I have also thought about mash hopping (as suggested at my LHBS) but don't know how this variable might also play with bitterness.  This a cool part of homebrewing that we are afforded the ability to do so many different things that might not be possible at large scales.  Thanks again.
Jeff Rankert
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Offline denny

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Re: Hopstand & Dry Hop IPA
« Reply #18 on: August 13, 2013, 06:46:54 PM »
I have also thought about mash hopping (as suggested at my LHBS) but don't know how this variable might also play with bitterness.  This a cool part of homebrewing that we are afforded the ability to do so many different things that might not be possible at large scales.  Thanks again.

I did some experimenting with mash hopping.  My conclusion was that I got as much out of mash hopping as I would if I'd thrown the hops away.
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Offline klickitat jim

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Re: Hopstand & Dry Hop IPA
« Reply #19 on: August 13, 2013, 06:57:53 PM »
I have also thought about mash hopping (as suggested at my LHBS) but don't know how this variable might also play with bitterness.  This a cool part of homebrewing that we are afforded the ability to do so many different things that might not be possible at large scales.  Thanks again.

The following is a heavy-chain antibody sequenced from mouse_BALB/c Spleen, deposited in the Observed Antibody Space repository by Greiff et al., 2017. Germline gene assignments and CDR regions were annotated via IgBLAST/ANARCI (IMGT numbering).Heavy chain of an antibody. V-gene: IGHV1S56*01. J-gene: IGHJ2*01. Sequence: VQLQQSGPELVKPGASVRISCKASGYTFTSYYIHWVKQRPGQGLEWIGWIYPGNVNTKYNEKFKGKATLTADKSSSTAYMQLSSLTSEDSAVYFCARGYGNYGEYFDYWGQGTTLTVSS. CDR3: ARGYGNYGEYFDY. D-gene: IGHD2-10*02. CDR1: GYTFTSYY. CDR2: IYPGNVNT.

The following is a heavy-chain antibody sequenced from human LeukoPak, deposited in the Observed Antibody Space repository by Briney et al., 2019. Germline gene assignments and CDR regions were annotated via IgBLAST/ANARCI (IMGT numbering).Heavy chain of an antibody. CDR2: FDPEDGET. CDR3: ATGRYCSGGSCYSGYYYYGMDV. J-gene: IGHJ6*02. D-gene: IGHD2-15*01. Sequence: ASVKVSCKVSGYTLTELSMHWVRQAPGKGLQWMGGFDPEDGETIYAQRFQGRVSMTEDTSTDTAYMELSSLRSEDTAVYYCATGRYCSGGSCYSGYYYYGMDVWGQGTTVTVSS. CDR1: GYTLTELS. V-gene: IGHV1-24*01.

I did some experimenting with mash hopping.  My conclusion was that I got as much out of mash hopping as I would if I'd thrown the hops away.

I can totally see that scientific taste test in Denny's kitchen.  "Ok guys, now this is from the batch where I just threw the hops away. What do you think? "

Offline scottNU

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Re: Hopstand & Dry Hop IPA
« Reply #20 on: August 13, 2013, 08:05:26 PM »
I have also thought about mash hopping (as suggested at my LHBS) but don't know how this variable might also play with bitterness.  This a cool part of homebrewing that we are afforded the ability to do so many different things that might not be possible at large scales.  Thanks again.

I did some experimenting with mash hopping.  My conclusion was that I got as much out of mash hopping as I would if I'd thrown the hops away.

I can totally see that scientific taste test in Denny's kitchen.  "Ok guys, now this is from the batch where I just threw the hops away. What do you think? "

Haha!  Not what I would call a ringing endorsement. It's OK to have one less option.

Offline mugwort

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Re: Hopstand & Dry Hop IPA
« Reply #21 on: August 13, 2013, 09:52:46 PM »
I just got this into the fermenter. Crazy amount of hops - looking forward to how this turns out. I used a 30 minute addition to estimate the utilization from the 90 minute hop stand. Not that it matters much at 475 IBU...

Batch Size: 3.5 gallons (fermentor volume)

HOPS:
2 oz - Citra, Type: Leaf/Whole, AA: 14.8, Use: Boil for 0 min, IBU: 104.49